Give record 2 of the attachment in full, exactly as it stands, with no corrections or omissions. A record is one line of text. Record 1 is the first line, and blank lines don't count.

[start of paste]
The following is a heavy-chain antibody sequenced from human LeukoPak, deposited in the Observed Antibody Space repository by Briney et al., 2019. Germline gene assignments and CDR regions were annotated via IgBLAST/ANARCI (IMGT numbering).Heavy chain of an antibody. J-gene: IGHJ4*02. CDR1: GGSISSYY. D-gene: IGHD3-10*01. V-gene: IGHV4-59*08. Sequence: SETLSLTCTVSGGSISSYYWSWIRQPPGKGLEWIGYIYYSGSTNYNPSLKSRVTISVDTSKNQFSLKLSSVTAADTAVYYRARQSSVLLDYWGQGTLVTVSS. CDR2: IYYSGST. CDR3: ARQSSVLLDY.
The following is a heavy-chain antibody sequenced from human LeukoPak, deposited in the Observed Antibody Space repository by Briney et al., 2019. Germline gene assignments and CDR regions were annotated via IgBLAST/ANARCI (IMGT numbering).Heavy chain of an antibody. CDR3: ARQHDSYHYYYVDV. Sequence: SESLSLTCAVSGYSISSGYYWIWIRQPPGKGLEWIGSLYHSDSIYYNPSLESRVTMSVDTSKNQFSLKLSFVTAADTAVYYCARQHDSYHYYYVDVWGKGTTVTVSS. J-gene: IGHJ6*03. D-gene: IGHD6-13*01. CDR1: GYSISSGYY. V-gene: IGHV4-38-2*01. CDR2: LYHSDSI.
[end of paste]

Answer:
The following is a heavy-chain antibody sequenced from human LeukoPak, deposited in the Observed Antibody Space repository by Briney et al., 2019. Germline gene assignments and CDR regions were annotated via IgBLAST/ANARCI (IMGT numbering).Heavy chain of an antibody. CDR3: ARQHDSYHYYYVDV. Sequence: SESLSLTCAVSGYSISSGYYWIWIRQPPGKGLEWIGSLYHSDSIYYNPSLESRVTMSVDTSKNQFSLKLSFVTAADTAVYYCARQHDSYHYYYVDVWGKGTTVTVSS. J-gene: IGHJ6*03. D-gene: IGHD6-13*01. CDR1: GYSISSGYY. V-gene: IGHV4-38-2*01. CDR2: LYHSDSI.